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facebook, Al-qaida, terror, islamic state, pages
Monika Bickert, head of global policy management at Facebook, joined at right by Nick Pickles, public policy director for Twitter, testifies before the Senate Commerce, Science and Transportation Committee, Sept. 18, 2019. VOA

In the face of criticism that Facebook is not doing enough to combat extremist messaging, the company likes to say that its automated systems remove the vast majority of prohibited content glorifying the Islamic State group and al-Qaida before it’s reported.

But a whistleblower’s complaint shows that Facebook itself has inadvertently provided the two extremist groups with a networking and recruitment tool by producing dozens of pages in their names.

The social networking company appears to have made little progress on the issue in the four months since The Associated Press detailed how pages that Facebook auto-generates for businesses are aiding Middle East extremists and white supremacists in the United States.

On Wednesday, U.S. senators on the Committee on Commerce, Science, and Transportation will be questioning representatives from social media companies, including Monika Bickert, who heads Facebooks efforts to stem extremist messaging.

The new details come from an update of a complaint to the Securities and Exchange Commission that the National Whistleblower Center plans to file this week. The filing obtained by the AP identifies almost 200 auto-generated pages, some for businesses, others for schools or other categories, that directly reference the Islamic State group and dozens more representing al-Qaida and other known groups. One page listed as a “political ideology” is titled “I love Islamic state.” It features an IS logo inside the outlines of Facebook’s famous thumbs-up icon.

facebook, Al-qaida, terror, islamic state, pages
Facebook auto-generating Al-Qaida, terror group, pages. Pixabay

In response to a request for comment, a Facebook spokesperson told the AP: “Our priority is detecting and removing content posted by people that violates our policy against dangerous individuals and organizations to stay ahead of bad actors. Auto-generated pages are not like normal Facebook pages as people can’t comment or post on them and we remove any that violate our policies. While we cannot catch every one, we remain vigilant in this effort.”

Facebook has a number of functions that auto-generate pages from content posted by users. The updated complaint scrutinizes one function that is meant to help business networking. It scrapes employment information from users’ pages to create pages for businesses. In this case, it may be helping the extremist groups because it allows users to like the pages, potentially providing a list of sympathizers for recruiters.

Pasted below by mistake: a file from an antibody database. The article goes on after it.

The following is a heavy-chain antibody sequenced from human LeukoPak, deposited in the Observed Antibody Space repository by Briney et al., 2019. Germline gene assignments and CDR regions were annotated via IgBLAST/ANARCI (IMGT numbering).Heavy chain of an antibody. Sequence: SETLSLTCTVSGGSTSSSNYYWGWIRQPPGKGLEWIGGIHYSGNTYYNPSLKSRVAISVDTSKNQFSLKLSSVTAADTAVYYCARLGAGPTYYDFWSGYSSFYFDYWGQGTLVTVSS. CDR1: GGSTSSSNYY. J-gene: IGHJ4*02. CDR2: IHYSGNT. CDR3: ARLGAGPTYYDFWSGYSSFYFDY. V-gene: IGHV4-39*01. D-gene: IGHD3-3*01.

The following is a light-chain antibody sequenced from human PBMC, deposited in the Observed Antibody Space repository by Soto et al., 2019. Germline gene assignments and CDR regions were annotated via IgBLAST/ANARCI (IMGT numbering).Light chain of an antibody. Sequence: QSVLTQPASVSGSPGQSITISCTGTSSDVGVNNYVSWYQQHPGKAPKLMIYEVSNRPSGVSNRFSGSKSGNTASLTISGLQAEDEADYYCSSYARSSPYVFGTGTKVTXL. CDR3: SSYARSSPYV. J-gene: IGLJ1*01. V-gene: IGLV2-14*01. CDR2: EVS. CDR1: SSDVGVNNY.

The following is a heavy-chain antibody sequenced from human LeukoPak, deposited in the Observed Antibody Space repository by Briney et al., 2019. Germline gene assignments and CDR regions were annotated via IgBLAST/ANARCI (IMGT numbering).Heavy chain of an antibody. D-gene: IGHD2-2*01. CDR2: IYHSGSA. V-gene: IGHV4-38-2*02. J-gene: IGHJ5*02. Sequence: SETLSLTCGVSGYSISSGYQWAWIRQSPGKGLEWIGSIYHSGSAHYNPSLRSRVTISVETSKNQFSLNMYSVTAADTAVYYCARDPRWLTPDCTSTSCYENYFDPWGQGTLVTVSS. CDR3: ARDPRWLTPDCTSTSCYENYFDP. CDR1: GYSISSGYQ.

The new filing also found that users’ pages promoting extremist groups remain easy to find with simple searches using their names. They uncovered one page for “Mohammed Atta” with an iconic photo of one of the al-Qaida adherents, who was a hijacker in the Sept. 11 attacks. The page lists the user’s work as “Al Qaidah” and education as “University Master Bin Laden” and “School Terrorist Afghanistan.”

Facebook has been working to limit the spread of extremist material on its service, so far with mixed success. In March, it expanded its definition of prohibited content to include U.S. white nationalist and white separatist material as well as that from international extremist groups. It says it has banned 200 white supremacist organizations and 26 million pieces of content related to global extremist groups like IS and al-Qaida.

facebook, Al-qaida, terror, islamic state, pages
An Islamic State flag is captured in this photo illustration. VOA

It also expanded its definition of terrorism to include not just acts of violence attended to achieve a political or ideological aim, but also attempts at violence, especially when aimed at civilians with the intent to coerce and intimidate. It’s unclear, though, how well enforcement works if the company is still having trouble ridding its platform of well-known extremist organizations’ supporters.

But as the report shows, plenty of material gets through the cracks and gets auto-generated.

The AP story in May highlighted the auto-generation problem, but the new content identified in the report suggests that Facebook has not solved it.

ALSO READ: U.S. Media Industry Going Through A Bad Phase

The report also says that researchers found that many of the pages referenced in the AP report were removed more than six weeks later on June 25, the day before Bickert was questioned for another congressional hearing.

The issue was flagged in the initial SEC complaint filed by the center’s executive director, John Kostyack, that alleges the social media company has exaggerated its success combatting extremist messaging.

“Facebook would like us to believe that its magical algorithms are somehow scrubbing its website of extremist content,” Kostyack said. “Yet those very same algorithms are auto-generating pages with titles like `I Love Islamic State,’ which are ideal for terrorists to use for networking and recruiting.” (VOA)